Tuesday, April 27, 2010

A memorable Idomeneo

Neptune makes his presence known in Idomeneo, re di Creta. Photos by Charles Erickson.

It isn't often that a Mozart work feels like a discovery. But Idomeneo, re di Creta, his first major opera, feels a bit like one, as it's long been overshadowed by the later masterpieces, and has only slowly made its way into the standard repertoire. Indeed, what's more intriguing about Ideomeneo is that over its course, you can almost hear Mozart discovering himself. Written when the wunderkind was only 24, the piece opens as a lovely, but standard-issue, "opera seria" (the leading mode of Mozart's day), with that format's usual choruses, noble solos, and tragic tone.

But slowly Idomeneo - which is basically a variant on the Iphigenia myth - edges away from tragedy and toward something more like mournful comedy; and Mozart begins to spin more duets and quartets as a lighter, yet more mature moral sensibility seeps into the proceedings. And somehow a mysterious alchemy occurs. By the final curtain, we can tell we're listening to the revolutionary who would write Don Giovanni and Così fan tutte.

This sense of discovery is redoubled when one considers the recent history of Boston Lyric Opera, which is presenting a beautiful and well-sung (if slightly trimmed) version of the opera through this weekend: slowly Boston has been discovering it, too. I've been arguing for some time that BLO - long derided as a suburban upstart - is actually our next Boston-Ballet-like success story, and Idomeneo serves, I think, as a ratification of that claim, the capstone to a startling season which has included such memorable productions (and superb vocal ensembles) as The Turn of the Screw and Ariadne auf Naxos.

Although no, the production's not perfect; in fact, it has a weakness right at its center. As the title character, Jason Collins is vocally adequate but not much more - and dramatically he seems to lean more toward fits of pique than conscience-stricken remorse (to preserve his life in a violent storm, Idomeneo has promised Neptune to sacrifice the first person he encounters on shore; that person turns out to be his son, Idamante).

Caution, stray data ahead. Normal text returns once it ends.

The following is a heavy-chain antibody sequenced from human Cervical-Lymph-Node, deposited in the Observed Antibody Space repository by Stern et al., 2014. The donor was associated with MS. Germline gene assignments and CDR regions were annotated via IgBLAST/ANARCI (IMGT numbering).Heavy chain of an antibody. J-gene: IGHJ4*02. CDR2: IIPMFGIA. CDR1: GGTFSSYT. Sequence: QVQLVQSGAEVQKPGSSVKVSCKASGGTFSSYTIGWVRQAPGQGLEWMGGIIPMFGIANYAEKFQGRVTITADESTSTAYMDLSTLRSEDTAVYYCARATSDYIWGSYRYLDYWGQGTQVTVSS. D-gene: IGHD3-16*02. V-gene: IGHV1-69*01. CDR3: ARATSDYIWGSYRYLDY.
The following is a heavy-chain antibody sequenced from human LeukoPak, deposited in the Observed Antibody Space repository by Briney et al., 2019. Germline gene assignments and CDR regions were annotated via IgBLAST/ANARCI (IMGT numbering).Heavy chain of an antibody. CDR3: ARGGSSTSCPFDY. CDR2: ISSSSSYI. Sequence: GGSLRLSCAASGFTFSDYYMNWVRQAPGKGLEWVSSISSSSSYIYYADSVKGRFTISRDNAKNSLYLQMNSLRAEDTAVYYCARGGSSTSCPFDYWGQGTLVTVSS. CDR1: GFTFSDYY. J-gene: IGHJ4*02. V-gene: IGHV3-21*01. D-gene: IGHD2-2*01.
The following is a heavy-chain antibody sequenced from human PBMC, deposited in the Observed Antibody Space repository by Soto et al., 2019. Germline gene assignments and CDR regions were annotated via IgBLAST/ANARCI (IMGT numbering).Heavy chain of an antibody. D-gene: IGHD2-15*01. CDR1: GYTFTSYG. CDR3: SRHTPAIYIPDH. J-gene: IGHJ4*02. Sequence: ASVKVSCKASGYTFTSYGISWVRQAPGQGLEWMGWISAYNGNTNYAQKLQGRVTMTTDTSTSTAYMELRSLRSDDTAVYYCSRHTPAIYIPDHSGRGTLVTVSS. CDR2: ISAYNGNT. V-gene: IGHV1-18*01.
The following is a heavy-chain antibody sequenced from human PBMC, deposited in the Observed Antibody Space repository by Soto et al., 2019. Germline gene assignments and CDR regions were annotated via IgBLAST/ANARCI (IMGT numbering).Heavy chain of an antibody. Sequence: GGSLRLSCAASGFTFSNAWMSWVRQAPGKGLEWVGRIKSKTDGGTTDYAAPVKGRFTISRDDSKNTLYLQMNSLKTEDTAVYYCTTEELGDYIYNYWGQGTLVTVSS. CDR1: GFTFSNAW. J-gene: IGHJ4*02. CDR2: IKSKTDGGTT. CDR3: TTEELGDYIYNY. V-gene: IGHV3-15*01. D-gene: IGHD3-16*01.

Fortunately there's sterling work elsewhere in the cast. As Idamante (a breeches role), the lovely Sandra Piques Eddy struck just the right heroic profile, and what's more, her pure-tone mezzo proved luminously flexible, thanks to her utterly secure technique. Alas, as Idamante's love interest, Camille Zamora (at left, with Eddy) seemed slightly miscast, though she was generally appealing. Or perhaps the trouble was that she was simply upstaged by the great Caroline Worra as her rival, the spurned Elettra. Worra is blessed with a beautifully burnished timbre, and threw herself into her role with abandon, at times even teetering on the edge of comedy - she made Elettra's final meltdown one for the vocal and dramatic history books.

Elsewhere bass Craig Phillips offered a Neptune (suddenly revealed from the person of a pauper, at top) whose voice seemed as deep as the sea, and the chorus was in robust form throughout. In the pit, conductor David Angus led the orchestra with energy, although he had decided to mix a fortepiano (rather than a harpsichord) and period horns with a generally-modern ensemble. The results were not displeasing, although to an ear accustomed to period performance they sometimes sounded oddly mixed, neither fish nor fowl. But maybe that was the idea - to give this transitional opera a sense of musical transition, too.

Likewise, director Lilian Groag seemed to want to gently push the drama down the road we all knew Mozart would eventually go: toward a vision of gracefully balanced worldliness - toward the Enlightenment, if you will. Thus she framed the central drama of the opera as a play-within-a-play, put on by rustic villagers amid the ruins of a heroic past. Several reviewers didn't seem to get the point of this, but I have to admit, they had half a point themselves - Mozart puts this idea over just fine all by himself. Still, a few of Groag's interpolations struck me as truly inspired - having Neptune speak from the mouth of a pauper, for instance, summed up with beautiful economy a central tenet of Mozart's art: that the divine spark is in all of us. And at any rate it was wonderful to perceive in the direction an awareness of Mozart's larger political and dramatic meaning; would more local productions had this one's level of intellectual ambition. After all, Mozart (with his great librettist, Da Ponte) went further than Shakespeare ever did in transposing, and adjusting, our idea of nobility to the dimensions of actual humanity. This is the message of his life itself - that of a bourgeois genius who had to endure being literally kicked in the ass by various vacuous nobles - and you can feel its democratizing pressure in embryo, as it were, in Idomeneo.

But it must also be said that much of the power of this version derived from its physical production, including a truly stunning set by John Conklin (via a Glimmerglass production of, yes, Iphigenia), beautifully coordinated costumes by Constance Hoffmann, and even more evocative lighting by Robert Wierzel. I must say that after seeing his work here - and after last year's Rusalka - I'd have to rate Mr. Wierzel among the greatest lighting designers alive; his effects in Idomeneo seemed to literally radiate from the ancient columns of the set itself. Like much of this production, their luminous beauty lingered in the memory.